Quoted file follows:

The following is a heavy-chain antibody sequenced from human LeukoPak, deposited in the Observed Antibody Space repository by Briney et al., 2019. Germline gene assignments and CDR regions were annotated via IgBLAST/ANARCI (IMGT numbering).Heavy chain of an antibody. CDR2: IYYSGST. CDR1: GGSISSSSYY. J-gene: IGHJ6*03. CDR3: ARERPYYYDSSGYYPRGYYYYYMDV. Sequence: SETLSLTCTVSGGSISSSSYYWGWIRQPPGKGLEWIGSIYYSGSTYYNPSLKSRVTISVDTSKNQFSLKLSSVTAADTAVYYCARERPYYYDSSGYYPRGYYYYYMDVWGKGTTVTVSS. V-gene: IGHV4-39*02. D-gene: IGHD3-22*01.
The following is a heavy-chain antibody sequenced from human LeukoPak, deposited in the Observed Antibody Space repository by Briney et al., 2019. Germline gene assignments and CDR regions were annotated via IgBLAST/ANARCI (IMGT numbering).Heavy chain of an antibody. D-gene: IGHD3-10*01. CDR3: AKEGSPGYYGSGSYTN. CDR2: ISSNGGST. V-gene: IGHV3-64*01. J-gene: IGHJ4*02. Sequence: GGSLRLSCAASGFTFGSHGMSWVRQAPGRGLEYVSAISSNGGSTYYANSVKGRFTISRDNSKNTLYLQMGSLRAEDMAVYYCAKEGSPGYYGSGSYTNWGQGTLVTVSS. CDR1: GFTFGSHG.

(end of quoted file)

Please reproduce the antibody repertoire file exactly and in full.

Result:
The following is a heavy-chain antibody sequenced from human LeukoPak, deposited in the Observed Antibody Space repository by Briney et al., 2019. Germline gene assignments and CDR regions were annotated via IgBLAST/ANARCI (IMGT numbering).Heavy chain of an antibody. CDR2: IYYSGST. CDR1: GGSISSSSYY. J-gene: IGHJ6*03. CDR3: ARERPYYYDSSGYYPRGYYYYYMDV. Sequence: SETLSLTCTVSGGSISSSSYYWGWIRQPPGKGLEWIGSIYYSGSTYYNPSLKSRVTISVDTSKNQFSLKLSSVTAADTAVYYCARERPYYYDSSGYYPRGYYYYYMDVWGKGTTVTVSS. V-gene: IGHV4-39*02. D-gene: IGHD3-22*01.
The following is a heavy-chain antibody sequenced from human LeukoPak, deposited in the Observed Antibody Space repository by Briney et al., 2019. Germline gene assignments and CDR regions were annotated via IgBLAST/ANARCI (IMGT numbering).Heavy chain of an antibody. D-gene: IGHD3-10*01. CDR3: AKEGSPGYYGSGSYTN. CDR2: ISSNGGST. V-gene: IGHV3-64*01. J-gene: IGHJ4*02. Sequence: GGSLRLSCAASGFTFGSHGMSWVRQAPGRGLEYVSAISSNGGSTYYANSVKGRFTISRDNSKNTLYLQMGSLRAEDMAVYYCAKEGSPGYYGSGSYTNWGQGTLVTVSS. CDR1: GFTFGSHG.